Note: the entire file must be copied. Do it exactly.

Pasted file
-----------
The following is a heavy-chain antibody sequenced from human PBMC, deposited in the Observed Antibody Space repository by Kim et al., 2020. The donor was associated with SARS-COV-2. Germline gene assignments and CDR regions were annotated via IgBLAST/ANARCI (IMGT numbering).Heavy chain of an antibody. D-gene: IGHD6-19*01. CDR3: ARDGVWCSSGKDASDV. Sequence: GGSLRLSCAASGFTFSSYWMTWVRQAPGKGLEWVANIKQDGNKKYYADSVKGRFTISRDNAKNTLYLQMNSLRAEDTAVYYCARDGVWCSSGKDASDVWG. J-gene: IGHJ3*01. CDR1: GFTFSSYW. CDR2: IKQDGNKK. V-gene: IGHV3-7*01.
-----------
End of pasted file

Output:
The following is a heavy-chain antibody sequenced from human PBMC, deposited in the Observed Antibody Space repository by Kim et al., 2020. The donor was associated with SARS-COV-2. Germline gene assignments and CDR regions were annotated via IgBLAST/ANARCI (IMGT numbering).Heavy chain of an antibody. D-gene: IGHD6-19*01. CDR3: ARDGVWCSSGKDASDV. Sequence: GGSLRLSCAASGFTFSSYWMTWVRQAPGKGLEWVANIKQDGNKKYYADSVKGRFTISRDNAKNTLYLQMNSLRAEDTAVYYCARDGVWCSSGKDASDVWG. J-gene: IGHJ3*01. CDR1: GFTFSSYW. CDR2: IKQDGNKK. V-gene: IGHV3-7*01.